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Where are memories stored in the brain ?


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I'm thinking these studies are under the assumption that memory is locally stored. Another theory of memory is that storage is non-local and the activity in the physical brain is the physical corollaries of memory connections and retrieval from an Akashic record.

Akashic records

From Wikipedia, the free encyclopedia

In the religion of theosophy and the philosophical school called anthroposophy, the Akashic records are a compendium of all universal events, thoughts, words, emotions and intent ever to have occurred in the past, present, or future in terms of all entities and life forms, not just human. They are believed by theosophists to be encoded in a non-physical plane of existence known as the mental plane. 

 

Types of anecdotal evidence suggesting the non-local storage of information would be experiences like a Near Death Experience where a person has full knowledge of who they were and who those around them are even though there is no physical activity occurring in the memory associated areas of the physical brain. In Theosophical thought this would be because the person in their astral/mental bodies has continued access to the mental plane of nature where memory is actually stored.

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i quite agree with the idea that memories are stored in the cosmic cloud. this universe is just bits of information, there is no actual matter. i believe that our consciousness  is separate from our physical body and our brain is there as a sort of "wifi" antenna.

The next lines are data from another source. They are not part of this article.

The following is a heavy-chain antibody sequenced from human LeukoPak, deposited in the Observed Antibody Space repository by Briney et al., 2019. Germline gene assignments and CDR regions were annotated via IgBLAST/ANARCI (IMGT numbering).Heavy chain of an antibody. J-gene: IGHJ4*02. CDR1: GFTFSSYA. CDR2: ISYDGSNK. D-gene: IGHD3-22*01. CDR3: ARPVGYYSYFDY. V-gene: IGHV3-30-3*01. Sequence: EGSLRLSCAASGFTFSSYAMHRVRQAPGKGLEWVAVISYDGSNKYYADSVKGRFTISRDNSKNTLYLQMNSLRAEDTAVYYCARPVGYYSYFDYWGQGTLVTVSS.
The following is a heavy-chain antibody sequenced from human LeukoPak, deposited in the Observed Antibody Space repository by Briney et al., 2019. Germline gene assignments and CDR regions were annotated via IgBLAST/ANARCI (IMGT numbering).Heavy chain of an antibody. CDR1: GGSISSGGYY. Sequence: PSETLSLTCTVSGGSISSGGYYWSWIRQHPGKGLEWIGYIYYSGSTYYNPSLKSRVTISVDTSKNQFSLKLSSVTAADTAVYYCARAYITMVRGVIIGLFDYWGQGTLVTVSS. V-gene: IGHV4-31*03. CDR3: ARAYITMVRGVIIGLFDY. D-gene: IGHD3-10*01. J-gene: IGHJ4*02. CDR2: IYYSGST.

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The concept of memories being stored "remotely" is, frankly, really stupid and makes absolutely no sense from a biological and evolutionary standpoint.

The brain is a complex organ that has evolved to store incredible amounts of information, not pull it from some "magic realm". Brain injuries that affect short and long term memories happen. Things like amnesia happen. Certain memories can be lost while others are not affected.

There's way too much evidence against such nonsense. Just because we can't pinpoint the exact area in the brain where memories are stored doesn't mean we need to resort to magic to explain it.

Now, if you believe the universe is a simulation (I do not), then it really doesn't matter either way, everything is "stored remotely". A simulated brain has simulated memories and both are just stored in computer memory.

 

Edited by moonman
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On 1/11/2022 at 1:04 PM, papageorge1 said:

I'm thinking these studies are under the assumption that memory is locally stored.

That's not an assumption. 

It's literally a demonstrable fact.

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15 minutes ago, onlookerofmayhem said:

 

It's literally a demonstrable fact.